What Is Motivating The New York Times To Help Startups Grow For Free?
The New York Times is the second largest newspaper in the country. It is a prestigious institution with an existence spanning three decades. It is one of the standard bearers of journalism in the U.S., but even that has not stopped it from being affected by the steep decline in revenue that the print industry has suffered from for a number of years.
With an increasing number of people choosing to get their news online these days, which ultimately means less sales of print newspapers from newsstands, the folks at good ol' NYT have had to call on their creative sides to devise ways to augment profit in a non-print friendly climate.
One of the recent ideas the Times has come with is growing startups. With the creation of TimeSpace, a startup incubator that is operated within the famous confines of the publication's Midtown Manhattan tower, the paper has now turned to the progress of news businesses, and the amount of money that can be made off that progress, as a new stream of revenue. Or, at least, that's the way that one observer has put it.
"It’s goal is to infuse the 162-year-old Times Company, battered, bruised and barely profitable thanks to digital disruption, with some of that sweet innovation nectar startups are known for," said Pando Daily writer Erin Griffith. "In exchange, the startups get access to decision makers, lawyers, and editorial staff at the New York Times, with a little prestige and credibility to boot."
The dynamic of the relationship between the New York Times and TimeSpace, as described by Pando Daily, is fascinating.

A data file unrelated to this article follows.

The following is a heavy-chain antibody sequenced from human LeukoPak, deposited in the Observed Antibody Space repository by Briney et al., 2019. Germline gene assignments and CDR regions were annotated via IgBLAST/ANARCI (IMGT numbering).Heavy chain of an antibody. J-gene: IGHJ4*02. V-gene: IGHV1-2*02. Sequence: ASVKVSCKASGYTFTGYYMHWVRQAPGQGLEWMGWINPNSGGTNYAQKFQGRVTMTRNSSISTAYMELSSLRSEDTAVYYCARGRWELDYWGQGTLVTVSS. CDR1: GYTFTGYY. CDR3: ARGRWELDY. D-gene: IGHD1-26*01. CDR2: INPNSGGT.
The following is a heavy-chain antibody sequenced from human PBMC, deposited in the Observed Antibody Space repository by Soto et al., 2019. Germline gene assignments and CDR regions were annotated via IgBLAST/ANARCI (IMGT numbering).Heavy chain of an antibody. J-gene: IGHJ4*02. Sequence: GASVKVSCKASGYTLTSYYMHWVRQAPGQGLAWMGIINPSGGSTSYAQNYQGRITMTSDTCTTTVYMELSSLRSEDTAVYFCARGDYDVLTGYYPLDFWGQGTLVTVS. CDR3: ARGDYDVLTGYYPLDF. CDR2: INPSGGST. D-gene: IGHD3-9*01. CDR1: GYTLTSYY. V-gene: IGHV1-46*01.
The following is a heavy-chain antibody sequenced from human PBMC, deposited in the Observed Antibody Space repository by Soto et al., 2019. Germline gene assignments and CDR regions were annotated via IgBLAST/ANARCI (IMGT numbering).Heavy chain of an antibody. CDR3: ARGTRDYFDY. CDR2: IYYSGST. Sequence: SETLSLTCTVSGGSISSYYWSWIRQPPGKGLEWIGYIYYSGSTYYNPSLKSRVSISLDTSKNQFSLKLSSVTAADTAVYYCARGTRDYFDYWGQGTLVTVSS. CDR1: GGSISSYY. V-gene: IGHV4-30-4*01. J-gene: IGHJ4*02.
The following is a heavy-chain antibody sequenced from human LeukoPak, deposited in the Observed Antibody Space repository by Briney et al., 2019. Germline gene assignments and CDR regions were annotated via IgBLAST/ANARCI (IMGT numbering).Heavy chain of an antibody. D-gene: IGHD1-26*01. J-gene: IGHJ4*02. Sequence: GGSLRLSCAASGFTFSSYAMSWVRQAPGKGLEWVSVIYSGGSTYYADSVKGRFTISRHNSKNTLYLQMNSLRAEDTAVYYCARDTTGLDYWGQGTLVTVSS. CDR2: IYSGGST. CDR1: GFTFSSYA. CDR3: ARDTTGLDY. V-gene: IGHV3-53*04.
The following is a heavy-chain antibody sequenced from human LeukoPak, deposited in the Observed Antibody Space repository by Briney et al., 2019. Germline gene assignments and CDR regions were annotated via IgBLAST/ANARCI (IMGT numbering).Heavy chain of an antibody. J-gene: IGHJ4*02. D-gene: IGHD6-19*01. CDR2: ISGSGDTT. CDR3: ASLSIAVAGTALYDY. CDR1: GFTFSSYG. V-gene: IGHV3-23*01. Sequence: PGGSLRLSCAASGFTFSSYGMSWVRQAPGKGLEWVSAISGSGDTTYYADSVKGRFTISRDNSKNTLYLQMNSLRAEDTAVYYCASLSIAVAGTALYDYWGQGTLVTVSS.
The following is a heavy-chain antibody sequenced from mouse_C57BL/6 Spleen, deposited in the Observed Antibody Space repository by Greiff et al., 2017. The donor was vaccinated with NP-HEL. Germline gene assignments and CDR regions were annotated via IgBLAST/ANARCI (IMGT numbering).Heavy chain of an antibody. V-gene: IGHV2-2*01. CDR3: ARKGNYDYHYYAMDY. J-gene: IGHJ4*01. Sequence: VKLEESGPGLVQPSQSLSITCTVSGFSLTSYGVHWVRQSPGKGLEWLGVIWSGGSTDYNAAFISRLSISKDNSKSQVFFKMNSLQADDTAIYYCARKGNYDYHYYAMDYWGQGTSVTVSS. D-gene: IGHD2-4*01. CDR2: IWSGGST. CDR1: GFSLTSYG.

While the buzz of a newsroom occurs all around, budding entrepreneurs seem to work to grow their businesses simultaneously.
“We are literally in the belly of The Grey Lady [the NYT building] just below the cafeteria, said Tarikh Korula, the founder of Mahaya, one of three startups whose development is being accelerated by the Times.
Meanwhile, the startups enjoy a bunch of resources provided by the media outlet, including lawyers and the editorial staff at NYT. The trade off, from the 'Times end, would seem simple at first. Something along the lines of "we give you the resources and space you need to grow, you give us a share of the revenue you earn in the future." But, in an astounding revelation, Griffith says there's no money attached to the deal at all.
"One major difference between TimeSpace and most accelerators is that there’s no money involved," said Griffith. "Even though the Times does have an investment fund, it isn’t backing Mahaya, Delve and OpBandit companies as part of the program."
So what exactly, you may ask, is there for the New York Times to gain from housing these three companies? The answer would seem to be influence. The Times is seemingly using the experience providing the startups with space in hopes that the fast-growing businesses can have a rob off on the traditional slow moving atmosphere of the newsroom.
Meanwhile, the three companies themselves have already taken valuable lessons from just being around the publication. In short, TimeSpace is one big learning experience that allows two parties, both the startups and the accelerator (or, in this case, the New York Times), to feed off each other's energy.
"Housing a few fast-moving startups in the belly of a slow-moving legacy business won’t create automatic success for either entity," said Griffith. "But with its modest first foray into accelerators, both sides are just hoping they rub off a tiny bit on one another."
via Pando Daily, Photo via Social Network